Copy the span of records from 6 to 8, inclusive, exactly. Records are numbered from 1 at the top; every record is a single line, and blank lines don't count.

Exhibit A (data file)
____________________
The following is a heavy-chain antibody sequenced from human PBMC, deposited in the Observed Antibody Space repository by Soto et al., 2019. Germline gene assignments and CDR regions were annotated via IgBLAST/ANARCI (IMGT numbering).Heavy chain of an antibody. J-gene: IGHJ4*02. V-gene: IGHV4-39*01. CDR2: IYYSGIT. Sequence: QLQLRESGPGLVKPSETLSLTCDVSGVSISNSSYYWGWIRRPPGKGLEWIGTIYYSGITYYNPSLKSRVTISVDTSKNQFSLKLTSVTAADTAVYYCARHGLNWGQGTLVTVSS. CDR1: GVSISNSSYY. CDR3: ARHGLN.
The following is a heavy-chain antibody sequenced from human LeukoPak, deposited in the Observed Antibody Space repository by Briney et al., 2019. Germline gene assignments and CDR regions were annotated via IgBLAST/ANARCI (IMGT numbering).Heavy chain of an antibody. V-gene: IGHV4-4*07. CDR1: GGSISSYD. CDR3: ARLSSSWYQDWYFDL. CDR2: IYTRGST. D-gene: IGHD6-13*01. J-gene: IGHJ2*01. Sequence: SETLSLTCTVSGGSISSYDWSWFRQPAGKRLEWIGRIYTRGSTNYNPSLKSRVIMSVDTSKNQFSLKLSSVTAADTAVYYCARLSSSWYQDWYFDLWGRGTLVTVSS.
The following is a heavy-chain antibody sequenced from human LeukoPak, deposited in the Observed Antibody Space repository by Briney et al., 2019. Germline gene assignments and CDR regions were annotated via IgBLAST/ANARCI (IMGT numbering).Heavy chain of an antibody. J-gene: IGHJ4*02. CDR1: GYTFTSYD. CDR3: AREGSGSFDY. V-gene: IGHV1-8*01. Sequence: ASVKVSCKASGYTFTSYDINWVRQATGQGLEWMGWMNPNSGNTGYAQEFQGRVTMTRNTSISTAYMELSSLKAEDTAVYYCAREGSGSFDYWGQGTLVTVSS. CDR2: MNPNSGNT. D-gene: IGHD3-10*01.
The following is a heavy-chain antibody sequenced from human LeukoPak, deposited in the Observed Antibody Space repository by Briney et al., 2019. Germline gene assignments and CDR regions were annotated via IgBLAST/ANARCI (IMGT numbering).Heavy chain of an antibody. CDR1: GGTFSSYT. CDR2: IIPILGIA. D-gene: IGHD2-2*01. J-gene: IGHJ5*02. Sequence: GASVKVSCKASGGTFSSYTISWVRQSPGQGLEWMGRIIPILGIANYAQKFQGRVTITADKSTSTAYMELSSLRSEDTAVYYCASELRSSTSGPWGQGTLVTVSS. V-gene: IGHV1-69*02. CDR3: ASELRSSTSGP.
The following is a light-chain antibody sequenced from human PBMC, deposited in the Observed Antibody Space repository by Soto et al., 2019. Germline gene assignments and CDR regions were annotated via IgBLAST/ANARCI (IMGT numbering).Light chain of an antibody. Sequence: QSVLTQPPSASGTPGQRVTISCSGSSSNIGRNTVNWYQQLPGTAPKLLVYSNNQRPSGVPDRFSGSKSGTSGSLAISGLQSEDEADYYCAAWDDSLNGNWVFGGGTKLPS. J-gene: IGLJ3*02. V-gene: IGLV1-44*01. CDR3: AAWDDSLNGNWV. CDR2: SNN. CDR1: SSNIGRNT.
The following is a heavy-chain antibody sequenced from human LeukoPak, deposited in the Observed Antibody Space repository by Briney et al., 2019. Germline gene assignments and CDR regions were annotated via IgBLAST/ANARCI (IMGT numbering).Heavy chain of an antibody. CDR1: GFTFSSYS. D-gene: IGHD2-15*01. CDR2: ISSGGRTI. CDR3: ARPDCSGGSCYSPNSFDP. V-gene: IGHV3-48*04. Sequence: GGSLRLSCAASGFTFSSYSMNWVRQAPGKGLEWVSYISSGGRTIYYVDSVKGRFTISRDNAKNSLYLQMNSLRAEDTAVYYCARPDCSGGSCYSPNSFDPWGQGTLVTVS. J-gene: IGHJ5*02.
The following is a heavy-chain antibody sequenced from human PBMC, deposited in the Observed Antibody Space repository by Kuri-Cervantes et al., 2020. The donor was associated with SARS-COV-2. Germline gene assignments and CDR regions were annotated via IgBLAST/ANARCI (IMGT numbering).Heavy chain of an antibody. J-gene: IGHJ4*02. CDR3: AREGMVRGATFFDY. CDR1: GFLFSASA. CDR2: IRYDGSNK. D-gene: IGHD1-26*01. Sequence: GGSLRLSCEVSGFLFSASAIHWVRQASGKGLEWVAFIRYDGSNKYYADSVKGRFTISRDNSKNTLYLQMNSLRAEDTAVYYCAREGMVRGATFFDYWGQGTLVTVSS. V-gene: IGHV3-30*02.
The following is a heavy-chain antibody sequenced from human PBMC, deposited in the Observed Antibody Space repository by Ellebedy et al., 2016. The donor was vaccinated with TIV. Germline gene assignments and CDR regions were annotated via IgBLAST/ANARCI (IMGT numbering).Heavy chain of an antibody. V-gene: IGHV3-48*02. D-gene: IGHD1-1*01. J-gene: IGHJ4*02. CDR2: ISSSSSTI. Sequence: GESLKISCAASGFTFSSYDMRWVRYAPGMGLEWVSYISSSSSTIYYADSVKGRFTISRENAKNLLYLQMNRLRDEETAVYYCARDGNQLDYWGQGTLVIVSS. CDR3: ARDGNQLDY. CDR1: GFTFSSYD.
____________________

The following is a heavy-chain antibody sequenced from human LeukoPak, deposited in the Observed Antibody Space repository by Briney et al., 2019. Germline gene assignments and CDR regions were annotated via IgBLAST/ANARCI (IMGT numbering).Heavy chain of an antibody. CDR1: GFTFSSYS. D-gene: IGHD2-15*01. CDR2: ISSGGRTI. CDR3: ARPDCSGGSCYSPNSFDP. V-gene: IGHV3-48*04. Sequence: GGSLRLSCAASGFTFSSYSMNWVRQAPGKGLEWVSYISSGGRTIYYVDSVKGRFTISRDNAKNSLYLQMNSLRAEDTAVYYCARPDCSGGSCYSPNSFDPWGQGTLVTVS. J-gene: IGHJ5*02.
The following is a heavy-chain antibody sequenced from human PBMC, deposited in the Observed Antibody Space repository by Kuri-Cervantes et al., 2020. The donor was associated with SARS-COV-2. Germline gene assignments and CDR regions were annotated via IgBLAST/ANARCI (IMGT numbering).Heavy chain of an antibody. J-gene: IGHJ4*02. CDR3: AREGMVRGATFFDY. CDR1: GFLFSASA. CDR2: IRYDGSNK. D-gene: IGHD1-26*01. Sequence: GGSLRLSCEVSGFLFSASAIHWVRQASGKGLEWVAFIRYDGSNKYYADSVKGRFTISRDNSKNTLYLQMNSLRAEDTAVYYCAREGMVRGATFFDYWGQGTLVTVSS. V-gene: IGHV3-30*02.
The following is a heavy-chain antibody sequenced from human PBMC, deposited in the Observed Antibody Space repository by Ellebedy et al., 2016. The donor was vaccinated with TIV. Germline gene assignments and CDR regions were annotated via IgBLAST/ANARCI (IMGT numbering).Heavy chain of an antibody. V-gene: IGHV3-48*02. D-gene: IGHD1-1*01. J-gene: IGHJ4*02. CDR2: ISSSSSTI. Sequence: GESLKISCAASGFTFSSYDMRWVRYAPGMGLEWVSYISSSSSTIYYADSVKGRFTISRENAKNLLYLQMNRLRDEETAVYYCARDGNQLDYWGQGTLVIVSS. CDR3: ARDGNQLDY. CDR1: GFTFSSYD.